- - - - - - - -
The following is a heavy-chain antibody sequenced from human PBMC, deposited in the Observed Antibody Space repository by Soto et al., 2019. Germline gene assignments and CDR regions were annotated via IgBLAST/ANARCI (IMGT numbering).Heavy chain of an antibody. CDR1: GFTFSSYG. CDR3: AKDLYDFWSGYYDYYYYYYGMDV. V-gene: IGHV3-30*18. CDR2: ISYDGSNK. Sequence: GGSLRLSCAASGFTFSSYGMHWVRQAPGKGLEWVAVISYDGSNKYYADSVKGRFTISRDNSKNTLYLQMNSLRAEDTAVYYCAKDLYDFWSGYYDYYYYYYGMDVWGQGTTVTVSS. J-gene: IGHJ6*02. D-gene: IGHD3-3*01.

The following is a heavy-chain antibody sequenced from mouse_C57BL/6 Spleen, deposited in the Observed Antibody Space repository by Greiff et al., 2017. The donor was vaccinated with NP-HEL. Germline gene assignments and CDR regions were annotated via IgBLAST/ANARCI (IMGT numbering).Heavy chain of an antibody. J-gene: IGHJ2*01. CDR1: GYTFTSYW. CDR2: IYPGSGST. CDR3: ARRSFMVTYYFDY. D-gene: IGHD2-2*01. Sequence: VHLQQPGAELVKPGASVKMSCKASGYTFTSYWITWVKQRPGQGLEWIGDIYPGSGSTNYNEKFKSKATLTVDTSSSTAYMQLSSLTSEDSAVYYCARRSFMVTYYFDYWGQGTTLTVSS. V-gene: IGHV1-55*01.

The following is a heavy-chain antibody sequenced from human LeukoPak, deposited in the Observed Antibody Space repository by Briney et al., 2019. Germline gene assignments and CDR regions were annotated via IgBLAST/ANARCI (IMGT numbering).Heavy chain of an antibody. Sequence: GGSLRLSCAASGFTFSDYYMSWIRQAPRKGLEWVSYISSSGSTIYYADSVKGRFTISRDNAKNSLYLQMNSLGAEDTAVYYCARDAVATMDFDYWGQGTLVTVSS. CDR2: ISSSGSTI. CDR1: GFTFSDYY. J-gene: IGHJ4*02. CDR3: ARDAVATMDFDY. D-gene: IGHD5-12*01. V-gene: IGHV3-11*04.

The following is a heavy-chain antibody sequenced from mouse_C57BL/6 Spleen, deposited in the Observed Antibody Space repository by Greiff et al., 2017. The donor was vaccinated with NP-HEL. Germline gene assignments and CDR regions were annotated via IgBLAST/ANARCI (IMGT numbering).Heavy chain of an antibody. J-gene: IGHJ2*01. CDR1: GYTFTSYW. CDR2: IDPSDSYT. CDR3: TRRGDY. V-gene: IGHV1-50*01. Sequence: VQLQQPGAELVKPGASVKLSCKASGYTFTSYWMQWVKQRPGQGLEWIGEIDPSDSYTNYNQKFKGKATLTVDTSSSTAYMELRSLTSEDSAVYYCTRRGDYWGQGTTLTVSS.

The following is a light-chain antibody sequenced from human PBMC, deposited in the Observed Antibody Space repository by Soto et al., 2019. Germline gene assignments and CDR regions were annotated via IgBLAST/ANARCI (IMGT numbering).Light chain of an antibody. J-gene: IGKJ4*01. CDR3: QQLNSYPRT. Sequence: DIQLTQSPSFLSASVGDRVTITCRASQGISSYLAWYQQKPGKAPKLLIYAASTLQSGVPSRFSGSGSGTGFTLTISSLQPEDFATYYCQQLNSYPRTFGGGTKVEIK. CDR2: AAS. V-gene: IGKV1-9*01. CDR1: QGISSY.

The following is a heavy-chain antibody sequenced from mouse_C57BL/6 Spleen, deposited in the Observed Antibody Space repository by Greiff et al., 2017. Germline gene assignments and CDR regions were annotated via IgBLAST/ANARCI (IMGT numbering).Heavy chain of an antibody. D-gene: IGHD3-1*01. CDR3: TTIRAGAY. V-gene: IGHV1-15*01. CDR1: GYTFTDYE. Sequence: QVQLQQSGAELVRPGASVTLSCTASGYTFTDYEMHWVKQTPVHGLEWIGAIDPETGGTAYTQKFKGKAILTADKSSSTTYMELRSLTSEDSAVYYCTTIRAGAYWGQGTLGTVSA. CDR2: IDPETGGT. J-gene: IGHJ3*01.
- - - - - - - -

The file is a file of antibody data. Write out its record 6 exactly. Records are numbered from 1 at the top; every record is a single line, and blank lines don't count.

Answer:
The following is a heavy-chain antibody sequenced from mouse_C57BL/6 Spleen, deposited in the Observed Antibody Space repository by Greiff et al., 2017. Germline gene assignments and CDR regions were annotated via IgBLAST/ANARCI (IMGT numbering).Heavy chain of an antibody. D-gene: IGHD3-1*01. CDR3: TTIRAGAY. V-gene: IGHV1-15*01. CDR1: GYTFTDYE. Sequence: QVQLQQSGAELVRPGASVTLSCTASGYTFTDYEMHWVKQTPVHGLEWIGAIDPETGGTAYTQKFKGKAILTADKSSSTTYMELRSLTSEDSAVYYCTTIRAGAYWGQGTLGTVSA. CDR2: IDPETGGT. J-gene: IGHJ3*01.